As other states adapt and improve, federal funds and a Democratic governor keep the Bluegrass State stuck in the past.
There must be some amount of detachment from reality required for a Democrat to serve as Kentucky’s governor.
Andy Beshear — elected in large part as the polite alternative to his whip-smart, sharp-elbowed predecessor Matt Bevin — is fighting a rearguard action with the barely resuscitated remains of the old blue-dog coalition that once reigned supreme in the Bluegrass State. Beshear’s buoyed by the partisan progressive moment in Washington, D.C. The federal-spending spigots, first opened in the initial fit of COVID panic, are now on full blast and drenching states with federal aid.
When asked about the latest windfall filling Kentucky’s state coffers, Senator Mitch McConnell answered, “I’m sure they love to have it. But I don’t see that they needed it.” McConnell was right. Kentucky will finish its fiscal year with a historic surplus.
Beshear disagreed, arguing the federal “stimulus” was crucial to create jobs and to end the recession. Kentucky’s unemployment rate is 5.2 percent, down from a pandemic peak of 16.9 percent. Service industries are struggling to find workers in what’s fast becoming a tight labor market.
Beshear isn’t an ideologue. He does, however, subscribe to the idea that the best dollar spent to stimulate the economy is a dollar redistributed through government. Beshear’s 2021 budget proposal was full of new spending, characterized as “one-time investments.” In reality, they would have been long-term, recurring commitments.
When Kentucky Republicans, who hold supermajorities in the state legislature, rejected most of the governor’s wish list, Beshear and his liberal allies complained that Kentucky was missing out on a historic opportunity to spend more. Their cries of “austerity” continued even after the state received another $2 billion in the latest round of federal stimulus.
What Beshear ignores — or is ignorant of — is the fact that Kentucky already has one of the highest per-capita government spending levels in the nation, far exceeding “blue states” such as New Jersey and Michigan. Though considered a solid “red state” because we vote for Republicans in presidential elections, the truth is that the size and scope of Kentucky’s state government is more like those in New York and California than in Alabama or North Carolina. Government spending is the lifeblood of redistribution, and Frankfort spends with the best — or rather, the worst — of them.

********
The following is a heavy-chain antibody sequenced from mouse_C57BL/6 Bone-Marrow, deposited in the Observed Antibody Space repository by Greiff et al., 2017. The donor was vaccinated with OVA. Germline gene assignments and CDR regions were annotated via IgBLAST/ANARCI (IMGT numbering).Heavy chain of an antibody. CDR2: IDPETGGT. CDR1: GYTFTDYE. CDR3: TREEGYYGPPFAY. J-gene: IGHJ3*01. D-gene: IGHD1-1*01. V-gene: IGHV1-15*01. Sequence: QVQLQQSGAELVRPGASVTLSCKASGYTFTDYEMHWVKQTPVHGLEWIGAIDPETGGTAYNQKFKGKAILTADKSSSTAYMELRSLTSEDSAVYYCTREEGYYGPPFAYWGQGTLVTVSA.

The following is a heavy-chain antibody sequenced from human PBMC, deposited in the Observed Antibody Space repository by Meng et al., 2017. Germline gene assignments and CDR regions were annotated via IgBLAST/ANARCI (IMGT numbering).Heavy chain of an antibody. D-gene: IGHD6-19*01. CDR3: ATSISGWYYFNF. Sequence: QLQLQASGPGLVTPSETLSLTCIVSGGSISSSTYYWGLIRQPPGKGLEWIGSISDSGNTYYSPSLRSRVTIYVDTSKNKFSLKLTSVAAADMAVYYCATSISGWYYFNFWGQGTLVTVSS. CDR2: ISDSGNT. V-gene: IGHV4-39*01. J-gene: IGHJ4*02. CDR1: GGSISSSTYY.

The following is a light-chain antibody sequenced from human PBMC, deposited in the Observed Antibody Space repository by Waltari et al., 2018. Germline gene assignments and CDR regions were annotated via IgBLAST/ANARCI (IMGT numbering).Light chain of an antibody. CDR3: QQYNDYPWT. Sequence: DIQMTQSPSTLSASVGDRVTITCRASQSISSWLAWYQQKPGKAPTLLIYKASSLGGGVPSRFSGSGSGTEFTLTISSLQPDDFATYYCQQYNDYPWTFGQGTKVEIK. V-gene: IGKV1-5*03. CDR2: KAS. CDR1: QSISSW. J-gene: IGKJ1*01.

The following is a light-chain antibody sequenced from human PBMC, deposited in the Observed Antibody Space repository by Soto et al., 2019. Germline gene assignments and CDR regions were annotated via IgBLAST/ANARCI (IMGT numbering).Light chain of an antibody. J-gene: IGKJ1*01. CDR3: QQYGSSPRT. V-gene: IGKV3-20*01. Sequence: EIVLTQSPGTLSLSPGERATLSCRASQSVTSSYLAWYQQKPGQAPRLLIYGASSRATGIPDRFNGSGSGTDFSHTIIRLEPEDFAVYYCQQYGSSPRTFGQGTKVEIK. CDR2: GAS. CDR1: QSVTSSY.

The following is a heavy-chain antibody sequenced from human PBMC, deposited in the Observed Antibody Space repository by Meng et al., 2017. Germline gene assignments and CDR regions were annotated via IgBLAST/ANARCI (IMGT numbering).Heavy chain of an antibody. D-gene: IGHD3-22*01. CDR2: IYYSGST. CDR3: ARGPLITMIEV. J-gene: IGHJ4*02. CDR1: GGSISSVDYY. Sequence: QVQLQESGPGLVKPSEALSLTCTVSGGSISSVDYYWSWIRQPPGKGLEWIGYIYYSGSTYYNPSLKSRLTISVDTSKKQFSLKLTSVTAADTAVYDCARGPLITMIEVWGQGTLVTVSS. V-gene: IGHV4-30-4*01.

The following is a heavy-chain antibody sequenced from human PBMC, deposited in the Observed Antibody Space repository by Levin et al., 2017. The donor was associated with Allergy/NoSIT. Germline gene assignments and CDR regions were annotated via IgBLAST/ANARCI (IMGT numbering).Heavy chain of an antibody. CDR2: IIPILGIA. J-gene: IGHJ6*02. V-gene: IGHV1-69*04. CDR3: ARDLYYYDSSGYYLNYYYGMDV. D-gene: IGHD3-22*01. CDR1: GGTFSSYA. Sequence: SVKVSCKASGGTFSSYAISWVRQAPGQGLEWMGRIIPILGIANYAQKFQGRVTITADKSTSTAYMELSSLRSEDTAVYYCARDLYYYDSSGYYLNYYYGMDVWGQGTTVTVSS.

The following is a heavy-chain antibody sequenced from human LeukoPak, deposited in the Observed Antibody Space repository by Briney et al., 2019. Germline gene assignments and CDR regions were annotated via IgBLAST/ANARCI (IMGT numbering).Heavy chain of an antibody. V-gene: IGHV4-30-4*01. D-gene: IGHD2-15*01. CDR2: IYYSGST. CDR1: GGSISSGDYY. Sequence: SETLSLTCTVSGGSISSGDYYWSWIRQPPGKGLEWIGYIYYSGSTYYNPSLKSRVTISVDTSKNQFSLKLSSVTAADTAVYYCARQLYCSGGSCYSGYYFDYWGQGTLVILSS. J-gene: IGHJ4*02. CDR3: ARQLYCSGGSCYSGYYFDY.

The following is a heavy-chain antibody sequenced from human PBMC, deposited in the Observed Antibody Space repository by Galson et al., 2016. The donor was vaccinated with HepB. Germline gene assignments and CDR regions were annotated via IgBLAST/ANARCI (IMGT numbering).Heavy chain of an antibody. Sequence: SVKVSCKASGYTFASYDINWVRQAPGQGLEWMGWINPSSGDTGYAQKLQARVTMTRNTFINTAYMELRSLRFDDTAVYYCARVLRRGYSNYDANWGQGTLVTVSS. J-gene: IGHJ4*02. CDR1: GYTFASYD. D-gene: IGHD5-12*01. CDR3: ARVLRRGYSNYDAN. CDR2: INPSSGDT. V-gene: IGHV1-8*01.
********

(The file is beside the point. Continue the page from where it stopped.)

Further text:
Culture permeates politics in a small state like Kentucky. Republican majorities in the legislature engage in their own form of redistribution by dishing out corporate welfare through the tax code. Their most recent show of favoritism showered $75 million on the film industry, $6 million to a hospitality hedge fund renovating a luxury hotel, and $1 billion over 30 years for urban redevelopment through an unaccountable tax-increment-financing scheme.
Meanwhile, Tennessee provides clear and convincing evidence that embracing economic freedom generates much faster economic growth and wealth creation. Kentucky’s elected officials have seen the Volunteer State’s fortunes rise, both literally and figuratively, while their home remains mired in the bottom ranks of growth and overall well-being.
What’s been missing in the analysis of the problems facing Kentucky is an understanding that decades of Democratic control ingrained redistribution as the organizing principle of state government. Following in the footsteps of our neighbor to the south would mean rejecting the status quo and upsetting powerful constituencies that rely upon it. But it would pay off in the long run with higher standards of living for average Kentuckians.
Red states can be blue, too. That suits Andy Beshear just fine. The bigger question is whether Kentucky’s Republicans are up to the task of realigning us with the most successful red states favoring limited government as their first priority.